Another Christmas alone.
I had hoped that this year would be different. I had prayed that this would be Christmas she would come home; just like i had prayed for the same thing last Christmas, and the Christmas before that. Fate mocks me. God despises my pleas and relegates my desires to the bottom of His priorities.
The househelp left for home yesterday; the cook, the day before that. All that remains of the retinue of people i surround myself with is Sanusi, my mai-guard. For him, the journey to Niger, the country he calls home is better dreamed of than realized. Yet even he has retired early tonight. He failed to show up for our nightly chat in the garden. I do not blame him. My heaviness weighs everyone around me down.
Ibidun, we had named her for her birth was sweet and an answer to prayer. We had loved her and done our best as parents. Somewhere along the line, she had decided all our love was not enough and she had gone in search for more. She left when she was 22 and has since returned only once, to her mother’s death bed and to say goodbye to the woman that gave her life.
“‘Brooding again, I see”
I look up to find the ghost of my wife adjusting her head tie as she makes for the seat beside me.
I smile and the ghost smiled back. She only visits at Christmas. She looks exactly like the day we met.
“You look lovely as usual” I tell her. “Did you tie the gele all by yourself” I ask knowing fully well that the woman I married couldn’t tie a gele to save her life.
“Flattery will get you nowhere and neither will mocking my head tying skills! Don’t change the subject. We are talking about you” She answers.
My wife’s ghost is no ordinary one. It is the very essence of her, witty, smart and beautiful. I have asked her on previous visits what exactly she is; spirit, ghost, lost soul??? She always shrugs and changes the subject.
I look at the half filled glass of cognac sitting on the table, untouched since I poured it and I ask the ghost, ”Do you ever wonder, Fadeke, if we somehow failed Ibidun? Do you think it is possible we didn’t try hard enough or maybe we tried too hard?”
“This is getting old Bamtefa. You ask me the same thing every year. Can’t you make these encounters a little more interesting? I am the dead one here meaning i am the only one allowed to be boring.” The ghost of my wife pouts.
She sighs and continues “For a long time, I wondered too. If Ibidun turning out the way she did was because I didn’t love her enough or in the right way but I never wondered, not even for a second, if it had anything to do with your love for her. Any fool could see you meant business when it came to loving that child. We didn’t fail Ibidun. She failed us. Stop torturing yourself, Bamtefa. Some children need to go wrong to find the right in their lives.”
She adjusts her headtie again. It is all I can do not to reach for her but I know from past experience that i will only be grasping for air. I have often wondered if this seasonal apparition is nothing but a figment of my imagination. It would only be fitting that my mind conjures the person I love most in world when memories are all that attend me.
“And no, I am not your imagination” She says reading my mind. “Just to prove it, I will drink your cognac.” She says mischievously. She gulps it all down in one drink and I laugh as she grimaces from the taste.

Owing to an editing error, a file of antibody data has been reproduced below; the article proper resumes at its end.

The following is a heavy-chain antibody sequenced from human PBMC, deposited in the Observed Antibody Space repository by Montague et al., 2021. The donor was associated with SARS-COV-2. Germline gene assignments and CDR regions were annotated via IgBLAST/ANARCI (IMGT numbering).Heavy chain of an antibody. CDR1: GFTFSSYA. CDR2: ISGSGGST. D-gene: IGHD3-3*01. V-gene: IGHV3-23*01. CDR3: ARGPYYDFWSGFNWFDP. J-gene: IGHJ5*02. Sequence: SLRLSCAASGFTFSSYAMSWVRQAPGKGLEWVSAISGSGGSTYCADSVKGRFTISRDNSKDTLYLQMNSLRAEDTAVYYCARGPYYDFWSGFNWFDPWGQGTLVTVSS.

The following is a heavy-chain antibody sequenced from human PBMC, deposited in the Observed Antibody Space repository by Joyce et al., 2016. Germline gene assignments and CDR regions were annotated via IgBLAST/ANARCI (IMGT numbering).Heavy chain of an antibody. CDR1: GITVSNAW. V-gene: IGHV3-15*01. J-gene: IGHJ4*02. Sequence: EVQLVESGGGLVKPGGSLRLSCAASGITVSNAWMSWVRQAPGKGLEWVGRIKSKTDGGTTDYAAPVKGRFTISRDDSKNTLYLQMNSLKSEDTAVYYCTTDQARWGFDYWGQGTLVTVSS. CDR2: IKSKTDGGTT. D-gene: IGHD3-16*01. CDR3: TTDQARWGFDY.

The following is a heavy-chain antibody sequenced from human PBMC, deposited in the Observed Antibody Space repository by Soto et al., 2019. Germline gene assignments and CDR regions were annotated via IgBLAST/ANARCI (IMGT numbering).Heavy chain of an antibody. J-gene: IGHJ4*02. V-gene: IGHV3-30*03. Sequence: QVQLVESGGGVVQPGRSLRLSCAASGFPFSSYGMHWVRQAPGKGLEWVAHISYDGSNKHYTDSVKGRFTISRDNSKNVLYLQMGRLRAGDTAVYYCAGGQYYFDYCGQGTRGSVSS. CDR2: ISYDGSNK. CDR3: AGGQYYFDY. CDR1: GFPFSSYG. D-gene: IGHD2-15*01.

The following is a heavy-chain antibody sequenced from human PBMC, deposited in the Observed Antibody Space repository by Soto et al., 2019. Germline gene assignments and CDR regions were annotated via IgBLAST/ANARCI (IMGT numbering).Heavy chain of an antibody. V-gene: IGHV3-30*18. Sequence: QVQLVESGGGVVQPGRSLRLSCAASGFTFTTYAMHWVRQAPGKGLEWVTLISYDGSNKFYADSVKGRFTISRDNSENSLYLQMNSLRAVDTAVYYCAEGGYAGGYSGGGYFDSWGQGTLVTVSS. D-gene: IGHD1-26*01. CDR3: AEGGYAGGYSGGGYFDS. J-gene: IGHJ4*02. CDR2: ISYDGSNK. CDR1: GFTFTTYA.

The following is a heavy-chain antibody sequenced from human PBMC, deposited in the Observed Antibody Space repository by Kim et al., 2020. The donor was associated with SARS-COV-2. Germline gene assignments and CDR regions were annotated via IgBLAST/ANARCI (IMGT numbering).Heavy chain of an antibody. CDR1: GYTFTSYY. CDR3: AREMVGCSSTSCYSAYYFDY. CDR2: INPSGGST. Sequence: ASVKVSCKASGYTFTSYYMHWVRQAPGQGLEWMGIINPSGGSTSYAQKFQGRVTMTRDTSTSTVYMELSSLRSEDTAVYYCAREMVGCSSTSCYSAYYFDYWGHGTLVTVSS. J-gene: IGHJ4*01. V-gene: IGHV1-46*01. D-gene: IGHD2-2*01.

“A ghost that can drink” I say. “You are definitely not a figment of my imagination.”
“Remember how we both loved Charles Dickens’ A Christmas Carol and how we read it to Ibidun every Christmas?” The ghost asks and I nod in reply.
“Sometimes I feel like it’s our preoccupation with this season that brings me back here every holiday. Think of how the things that gave us the most joy happened around this time. Our wedding, Ibidun’s birth…I have become one of my best loved characters in a book-The Ghost of Christmas Past and you are Ebenezer Scrooge.”
“Hahaha! Very funny, Fadeke. I am not a scrooge and you know it” I say in defense.
“At the rate you are going it’s just a matter of time.” She snickers in reply “Sitting here and grieving for a past you can’t do anything about will turn you into an old sour man in the nearest future. I had a good life and your grieving for me for so long is so unfair. I remember how your laughter used to resound through the house and make me feel safe. It makes me so sad to think it was my leaving that took away your laughter.”
She is right, I know but it is so hard.
“You have got to try, Bamtefa. There is so much to live for and to look forward to than errant children coming home for the holidays. Come to think of it, you have new neighbors. Have you been over to say hello?” The ghost asks with a wink.
“I was waiting for you to get to that” I say smiling. ‘I am too old to go knocking on neighbors’ doors especially when they are widowed and pretty”
“Ah ha! I knew it! You still have a good eye for pretty women!” Fadeke’s ghost exclaims.
This time, I laugh the resounding laughter and the ghost laughs with me. I wonder what Sanusi will think of his boss laughing aloud in an empty house.
I wipe off the tears that accompanied the laughter and I tell the ghost how much i miss her.
“I miss you too. Oh look at the time! It’s time for the carols and the angels will not find it funny if i am late. Merry Christmas, Bamtefa. Hopefully we won’t have to do this next Christmas.”
I smile again and watch her disappear. I wonder what the angels will say to a heavenly chorister with alcohol on her breath. I look at my watch and it is almost 12am, Christmas day.
I drink my half-filled cup of Cognac and make a note to myself to take my new neighbor some of the spiced chicken my cook made for Christmas.
I wrap my daughter’s gift and place it under the Christmas tree, next to the unopened gifts for two Christmasespast. Who knows, maybe this will be the gift that has its day in the sun. For now, it’s time to dwell a little more on ghosts and their recommendations.